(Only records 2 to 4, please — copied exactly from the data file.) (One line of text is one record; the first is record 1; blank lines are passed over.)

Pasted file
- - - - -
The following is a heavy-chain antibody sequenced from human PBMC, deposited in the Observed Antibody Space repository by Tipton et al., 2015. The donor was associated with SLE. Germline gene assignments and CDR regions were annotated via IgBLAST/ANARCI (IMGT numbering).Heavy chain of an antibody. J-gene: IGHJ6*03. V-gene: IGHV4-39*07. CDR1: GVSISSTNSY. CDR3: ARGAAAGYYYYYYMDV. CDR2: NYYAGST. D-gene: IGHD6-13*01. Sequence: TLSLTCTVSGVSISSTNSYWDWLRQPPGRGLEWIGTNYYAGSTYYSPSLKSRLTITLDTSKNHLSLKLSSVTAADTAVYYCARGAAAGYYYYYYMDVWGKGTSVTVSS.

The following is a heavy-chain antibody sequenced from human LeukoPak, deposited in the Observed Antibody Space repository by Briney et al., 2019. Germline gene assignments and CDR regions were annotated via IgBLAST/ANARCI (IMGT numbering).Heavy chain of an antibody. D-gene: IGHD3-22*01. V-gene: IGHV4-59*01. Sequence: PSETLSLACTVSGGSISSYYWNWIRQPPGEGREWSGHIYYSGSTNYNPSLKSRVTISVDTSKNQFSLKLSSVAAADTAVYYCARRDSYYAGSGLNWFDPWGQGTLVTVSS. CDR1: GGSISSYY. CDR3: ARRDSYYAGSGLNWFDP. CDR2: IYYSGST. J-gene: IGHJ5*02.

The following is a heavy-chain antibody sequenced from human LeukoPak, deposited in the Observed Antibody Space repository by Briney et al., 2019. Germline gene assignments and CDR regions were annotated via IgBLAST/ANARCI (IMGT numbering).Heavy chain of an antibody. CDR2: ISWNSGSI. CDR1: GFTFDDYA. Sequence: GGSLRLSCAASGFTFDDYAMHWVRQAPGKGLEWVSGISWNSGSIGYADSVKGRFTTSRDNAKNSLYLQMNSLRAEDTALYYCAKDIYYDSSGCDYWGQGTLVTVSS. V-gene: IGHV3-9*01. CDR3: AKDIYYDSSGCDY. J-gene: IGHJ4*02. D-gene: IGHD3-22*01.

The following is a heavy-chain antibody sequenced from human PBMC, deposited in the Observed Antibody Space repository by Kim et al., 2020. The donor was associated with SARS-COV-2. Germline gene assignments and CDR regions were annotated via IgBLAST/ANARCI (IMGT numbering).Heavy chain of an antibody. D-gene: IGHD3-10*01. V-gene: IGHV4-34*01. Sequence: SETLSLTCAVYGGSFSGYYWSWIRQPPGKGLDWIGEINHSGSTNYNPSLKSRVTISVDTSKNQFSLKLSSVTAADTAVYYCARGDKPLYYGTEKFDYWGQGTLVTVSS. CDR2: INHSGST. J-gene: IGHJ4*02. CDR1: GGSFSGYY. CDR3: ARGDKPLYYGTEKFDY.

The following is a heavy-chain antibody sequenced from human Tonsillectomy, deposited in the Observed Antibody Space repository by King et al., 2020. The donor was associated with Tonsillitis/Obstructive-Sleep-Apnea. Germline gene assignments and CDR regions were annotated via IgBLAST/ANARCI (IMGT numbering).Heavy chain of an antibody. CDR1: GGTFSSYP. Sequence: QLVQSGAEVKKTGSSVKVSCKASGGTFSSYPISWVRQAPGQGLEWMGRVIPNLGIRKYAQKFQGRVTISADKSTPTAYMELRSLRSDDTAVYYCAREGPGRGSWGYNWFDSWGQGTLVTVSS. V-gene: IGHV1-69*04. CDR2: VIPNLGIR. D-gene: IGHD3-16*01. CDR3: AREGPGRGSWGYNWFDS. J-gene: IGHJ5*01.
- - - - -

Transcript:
The following is a heavy-chain antibody sequenced from human LeukoPak, deposited in the Observed Antibody Space repository by Briney et al., 2019. Germline gene assignments and CDR regions were annotated via IgBLAST/ANARCI (IMGT numbering).Heavy chain of an antibody. D-gene: IGHD3-22*01. V-gene: IGHV4-59*01. Sequence: PSETLSLACTVSGGSISSYYWNWIRQPPGEGREWSGHIYYSGSTNYNPSLKSRVTISVDTSKNQFSLKLSSVAAADTAVYYCARRDSYYAGSGLNWFDPWGQGTLVTVSS. CDR1: GGSISSYY. CDR3: ARRDSYYAGSGLNWFDP. CDR2: IYYSGST. J-gene: IGHJ5*02.

The following is a heavy-chain antibody sequenced from human LeukoPak, deposited in the Observed Antibody Space repository by Briney et al., 2019. Germline gene assignments and CDR regions were annotated via IgBLAST/ANARCI (IMGT numbering).Heavy chain of an antibody. CDR2: ISWNSGSI. CDR1: GFTFDDYA. Sequence: GGSLRLSCAASGFTFDDYAMHWVRQAPGKGLEWVSGISWNSGSIGYADSVKGRFTTSRDNAKNSLYLQMNSLRAEDTALYYCAKDIYYDSSGCDYWGQGTLVTVSS. V-gene: IGHV3-9*01. CDR3: AKDIYYDSSGCDY. J-gene: IGHJ4*02. D-gene: IGHD3-22*01.

The following is a heavy-chain antibody sequenced from human PBMC, deposited in the Observed Antibody Space repository by Kim et al., 2020. The donor was associated with SARS-COV-2. Germline gene assignments and CDR regions were annotated via IgBLAST/ANARCI (IMGT numbering).Heavy chain of an antibody. D-gene: IGHD3-10*01. V-gene: IGHV4-34*01. Sequence: SETLSLTCAVYGGSFSGYYWSWIRQPPGKGLDWIGEINHSGSTNYNPSLKSRVTISVDTSKNQFSLKLSSVTAADTAVYYCARGDKPLYYGTEKFDYWGQGTLVTVSS. CDR2: INHSGST. J-gene: IGHJ4*02. CDR1: GGSFSGYY. CDR3: ARGDKPLYYGTEKFDY.